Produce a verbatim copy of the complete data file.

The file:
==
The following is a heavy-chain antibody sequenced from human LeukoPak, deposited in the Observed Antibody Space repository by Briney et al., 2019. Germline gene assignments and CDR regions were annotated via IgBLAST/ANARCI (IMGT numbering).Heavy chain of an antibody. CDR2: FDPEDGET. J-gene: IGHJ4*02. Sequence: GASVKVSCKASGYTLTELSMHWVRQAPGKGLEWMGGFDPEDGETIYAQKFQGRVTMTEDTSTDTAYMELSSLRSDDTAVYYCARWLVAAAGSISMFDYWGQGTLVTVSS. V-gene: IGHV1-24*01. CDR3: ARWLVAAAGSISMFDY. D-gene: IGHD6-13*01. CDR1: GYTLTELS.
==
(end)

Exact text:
The following is a heavy-chain antibody sequenced from human LeukoPak, deposited in the Observed Antibody Space repository by Briney et al., 2019. Germline gene assignments and CDR regions were annotated via IgBLAST/ANARCI (IMGT numbering).Heavy chain of an antibody. CDR2: FDPEDGET. J-gene: IGHJ4*02. Sequence: GASVKVSCKASGYTLTELSMHWVRQAPGKGLEWMGGFDPEDGETIYAQKFQGRVTMTEDTSTDTAYMELSSLRSDDTAVYYCARWLVAAAGSISMFDYWGQGTLVTVSS. V-gene: IGHV1-24*01. CDR3: ARWLVAAAGSISMFDY. D-gene: IGHD6-13*01. CDR1: GYTLTELS.